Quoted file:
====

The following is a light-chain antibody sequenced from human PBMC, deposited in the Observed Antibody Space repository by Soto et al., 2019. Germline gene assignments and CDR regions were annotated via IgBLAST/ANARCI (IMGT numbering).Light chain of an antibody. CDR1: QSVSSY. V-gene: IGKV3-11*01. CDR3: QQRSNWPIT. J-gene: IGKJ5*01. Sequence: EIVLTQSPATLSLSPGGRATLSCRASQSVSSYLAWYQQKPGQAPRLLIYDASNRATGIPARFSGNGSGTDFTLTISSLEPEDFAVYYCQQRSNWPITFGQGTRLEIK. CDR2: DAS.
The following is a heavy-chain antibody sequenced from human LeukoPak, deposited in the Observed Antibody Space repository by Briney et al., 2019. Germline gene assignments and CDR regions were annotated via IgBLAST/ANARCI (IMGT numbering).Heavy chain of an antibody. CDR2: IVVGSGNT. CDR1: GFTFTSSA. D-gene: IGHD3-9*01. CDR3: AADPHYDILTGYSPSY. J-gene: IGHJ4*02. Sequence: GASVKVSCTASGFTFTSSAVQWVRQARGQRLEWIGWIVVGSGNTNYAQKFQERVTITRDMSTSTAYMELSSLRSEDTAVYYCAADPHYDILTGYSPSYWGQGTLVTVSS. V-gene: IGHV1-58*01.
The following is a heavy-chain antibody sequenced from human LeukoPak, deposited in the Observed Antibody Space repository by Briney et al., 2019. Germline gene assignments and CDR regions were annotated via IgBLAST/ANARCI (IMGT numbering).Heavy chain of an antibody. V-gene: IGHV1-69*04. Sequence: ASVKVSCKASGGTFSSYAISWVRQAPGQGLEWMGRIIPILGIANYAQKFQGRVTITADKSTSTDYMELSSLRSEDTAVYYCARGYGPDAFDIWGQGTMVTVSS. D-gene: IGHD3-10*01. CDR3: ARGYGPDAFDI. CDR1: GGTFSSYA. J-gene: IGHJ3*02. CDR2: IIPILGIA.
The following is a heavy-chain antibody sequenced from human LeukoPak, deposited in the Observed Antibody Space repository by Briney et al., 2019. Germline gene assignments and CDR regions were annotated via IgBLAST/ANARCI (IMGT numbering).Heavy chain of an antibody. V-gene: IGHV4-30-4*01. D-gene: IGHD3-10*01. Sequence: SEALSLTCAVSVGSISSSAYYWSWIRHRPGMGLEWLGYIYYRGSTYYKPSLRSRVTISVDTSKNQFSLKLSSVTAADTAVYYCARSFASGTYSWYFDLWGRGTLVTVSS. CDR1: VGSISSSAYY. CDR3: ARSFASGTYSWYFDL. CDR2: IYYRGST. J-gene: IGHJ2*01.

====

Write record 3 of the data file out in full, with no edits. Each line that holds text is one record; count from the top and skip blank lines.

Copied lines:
The following is a heavy-chain antibody sequenced from human LeukoPak, deposited in the Observed Antibody Space repository by Briney et al., 2019. Germline gene assignments and CDR regions were annotated via IgBLAST/ANARCI (IMGT numbering).Heavy chain of an antibody. V-gene: IGHV1-69*04. Sequence: ASVKVSCKASGGTFSSYAISWVRQAPGQGLEWMGRIIPILGIANYAQKFQGRVTITADKSTSTDYMELSSLRSEDTAVYYCARGYGPDAFDIWGQGTMVTVSS. D-gene: IGHD3-10*01. CDR3: ARGYGPDAFDI. CDR1: GGTFSSYA. J-gene: IGHJ3*02. CDR2: IIPILGIA.